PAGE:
Fancy Pokket is the largest manufacturer of pita bread, flatbread, bagels, and tortilla wraps in Atlantic Canada. Headquartered in Moncton, Fancy Pokket now operates from a 45,000 square foot (sq ft) facility, and employs in the neighbourhood of 60 people.
Mike Timani, President and CEO, has become a prominent member of several regional food and beverage industry organizations, and currently serves as President of the New Brunswick Multicultural Council (NBMC) Board.
ONB spoke with Mr. Timani about coming to Canada, his move to New Brunswick, entrepreneurship, and more.
ONB: Let’s trace your path from Lebanon to Canada. What brought you here?
Timani: I was born in Venezuela but my parents were Lebanese; I was five years old when the family moved to Lebanon. My journey to New Brunswick began during the Lebanese Civil War. During that conflict, I immigrated to Canada with intentions of becoming a mechanical engineer. Despite having a brother in the U.S., I chose to come to Canada because it had such a great international reputation.
It would be several months after my arrival before I could get a work permit. I could not get a student visa upon arriving, and by the time I had the permit, I had spent all of the money I brought with me. I then obtained an $800 loan from a cousin and when my permit arrived I was down to about $50. It was a tough place to start from.
I couldn’t afford school like I had hoped, and I didn’t want to call my parents in the middle of a civil war to request more money. So, I worked as a busboy at Toronto’s Hilton International Hotel. Within a few months, I moved to other roles — I held 14 different positions within Hilton in nine years.
It was your Hilton tenure that brought you to New Brunswick, isn’t that right?
Yes, during that time I transferred to Saint John. By 1985, I was Food and Beverage Director with 200 employees reporting to me. In 1988, I decided I had the experience to go out on my own. I moved to Moncton that December and opened this business in June 1989.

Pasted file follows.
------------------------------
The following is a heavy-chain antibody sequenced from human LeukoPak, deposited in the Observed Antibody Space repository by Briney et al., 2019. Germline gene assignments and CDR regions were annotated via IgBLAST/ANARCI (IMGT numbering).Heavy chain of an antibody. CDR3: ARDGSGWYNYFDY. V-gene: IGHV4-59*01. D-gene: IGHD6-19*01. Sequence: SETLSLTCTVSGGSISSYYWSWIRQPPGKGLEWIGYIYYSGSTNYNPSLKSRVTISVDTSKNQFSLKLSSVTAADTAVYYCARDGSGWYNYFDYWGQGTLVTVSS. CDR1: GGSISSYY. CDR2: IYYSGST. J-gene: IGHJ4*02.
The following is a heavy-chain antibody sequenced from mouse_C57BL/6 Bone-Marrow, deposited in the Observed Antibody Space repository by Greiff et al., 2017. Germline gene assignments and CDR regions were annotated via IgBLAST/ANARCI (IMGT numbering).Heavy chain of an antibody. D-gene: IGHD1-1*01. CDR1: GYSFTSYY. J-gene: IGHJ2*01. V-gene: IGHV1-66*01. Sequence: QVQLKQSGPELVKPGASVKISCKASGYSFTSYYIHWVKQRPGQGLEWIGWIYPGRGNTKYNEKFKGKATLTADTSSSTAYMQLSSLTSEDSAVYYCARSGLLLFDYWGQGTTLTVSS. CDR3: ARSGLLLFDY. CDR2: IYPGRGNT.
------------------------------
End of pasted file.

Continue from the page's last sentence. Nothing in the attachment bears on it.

Fancy Pokket’s growth has been impressive; from humble beginnings to a large team.
I started in a 1,000 sq ft bakery with three employees, then added a 74 seat restaurant, all under the Fancy Pokket name. As you say the bakery was humble, making one pita at a time. I recognized that the status quo wasn’t sustainable and that growth was needed to survive. This is when I truly began to understand business. Entrepreneurs have ambition, but they don’t know what they’re truly facing until they’ve actually begun operations.
I had major retailers telling me they’d love to buy from me but that given our size there was no way we would be able to keep up with their demand. So at the end of that first summer, I focused on improving efficiency and speeding up our line.
I told the bank I needed more help. They thought I was crazy, that I had just started and it was too soon. I said this is how growth happens, and that I had the numbers and buyers to support it. Ultimately, the bank came through and within eight months I had moved to a 4,000 sq ft location. New financing helped semi-automate our line to increase productivity; we moved to 4,000 loaves per hour. Our first private-label contract for a major retailer came in August 1990, which we still have.
We’ve gone through six expansions to land in our current 45,000 sq ft operation. During that time we diversified our lines considerably, and with great success. We started offering a variety of pita types, added a bagel line, tortillas, Greek pitas, and more. The Lebanese Pita line alone increased sales by 30 per cent. On top of all this, we did a lot of additional automation, added freezing capacity, and more.